Tag: Alumni

Grateful Grads Index highlights generosity, commitment of Lawrence alumni

A graduate stands and applauds during Lawrence's 2019 commencement ceremony in June.
Rain didn’t dampen the enthusiasm of Lawrence University graduates at the 2019 commencement ceremony. Lawrence alumni have a long history of staying connected to their alma mater.

Story by Ed Berthiaume / Communications

The bonds between Lawrence University and its graduates are among the strongest and most enduring of any across the higher education landscape, according to a newly released report from Forbes magazine.

Lawrence landed at No. 26 on Forbes’ 2019 edition of the Grateful Graduates Index, which follows the money in terms of alumni giving at private, not-for-profit colleges. Lawrence is the only Wisconsin school to place in the top 70.

“When I meet with alumni and ask them why they give, two strong themes emerge,” said Cal Husmann, vice president for alumni and development. “The alumni reference the impact faculty members have had on their educations and lives — specifically, the strong relationships they’ve formed with faculty. Another theme is gratitude for the financial assistance they received as students and wanting to pay it forward.” 

Lawrence ranks high on U.S. News’ Best Value Schools list. Details here.

The Grateful Graduates Index takes a couple of factors into account — the seven-year median gifts per full-time enrolled student and the average percentage of alumni who give back, regardless of the amount.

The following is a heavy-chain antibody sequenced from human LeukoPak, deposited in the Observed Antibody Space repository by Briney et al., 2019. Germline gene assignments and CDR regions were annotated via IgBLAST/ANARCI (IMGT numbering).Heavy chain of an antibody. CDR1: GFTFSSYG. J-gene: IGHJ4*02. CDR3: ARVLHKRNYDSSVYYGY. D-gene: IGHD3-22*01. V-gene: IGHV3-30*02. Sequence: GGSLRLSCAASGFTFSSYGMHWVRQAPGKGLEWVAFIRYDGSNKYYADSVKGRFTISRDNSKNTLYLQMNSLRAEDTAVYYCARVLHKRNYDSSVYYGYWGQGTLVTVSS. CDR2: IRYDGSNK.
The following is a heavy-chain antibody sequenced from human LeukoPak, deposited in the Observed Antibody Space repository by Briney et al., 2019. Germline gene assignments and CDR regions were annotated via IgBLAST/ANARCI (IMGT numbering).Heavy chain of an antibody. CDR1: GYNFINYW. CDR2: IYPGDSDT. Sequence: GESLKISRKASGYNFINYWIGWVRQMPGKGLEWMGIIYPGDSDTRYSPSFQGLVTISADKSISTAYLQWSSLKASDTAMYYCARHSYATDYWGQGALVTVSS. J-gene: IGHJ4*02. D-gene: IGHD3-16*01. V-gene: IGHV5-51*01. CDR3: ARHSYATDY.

“We boil down the analysis to a single factor,” Forbes says in its report. “Does your alma mater ‘spark joy’ in your heart, enough to cause you to reach into your wallet and show your gratitude in the form of a donation?”

This marks the seventh consecutive year Lawrence has made the Grateful Grads ranking. It has placed in the top 70 in each of those years, with this year’s No. 26 slot being the highest ranking yet.

From support of current and future students to partnerships with faculty and staff to enhancements of the university’s infrastructure, the generosity of alumni is critical to the ongoing financial health of any private college.

Lawrence has seen that generosity play out in multiple ways. The school’s recent 2018-19 fiscal report showed support topping $24.4 million, the fourth highest year to date.

The $220 million Be the Light! Campaign, which launched quietly in January 2014 and had its public launch in November 2018, has surpassed $184 million in gifts and pledges.

The Lawrence Fund, which plays a significant role in supporting the campus’s operation, from scholarships and study abroad opportunities to athletics and campus upkeep, is coming off a particularly strong year. Support reached $3.9 million in the last fiscal year, second only to the 2015-16 year. Without the fund, it’s estimated each student’s tuition would increase by more than $10,000 per year.

The Be the Light! Campaign includes the Lawrence Fund as one of its four cornerstones, along with the Full Speed to Full Need initiative to make Lawrence accessible and affordable to all academically qualifying students, the Student Journey, which has welcomed numerous endowed positions aimed at supporting cutting edge programs and course offerings, and Campus Renewal, targeting facility and infrastructure upgrade projects on campus.

Meanwhile, the recent $2.5 million gift from J. Thomas Hurvis ’60 to create an endowed professorship to teach the psychology of collaboration marked the latest in a string of endowed positions, supported by Lawrence alumni, that have boosted and diversified the school’s academic offerings.

Mike O’Connor is entering his first full academic year as Lawrence’s Riaz Waraich Dean of the Center for Career, Life, and Community Engagement (CLC), a recently endowed position that aims to better prepare students for life after Lawrence by, in part, enhancing connections with alumni in the students’ fields of interest.

The Forbes’ report comes one month before Lawrence’s sixth annual Giving Day, set for Oct. 10.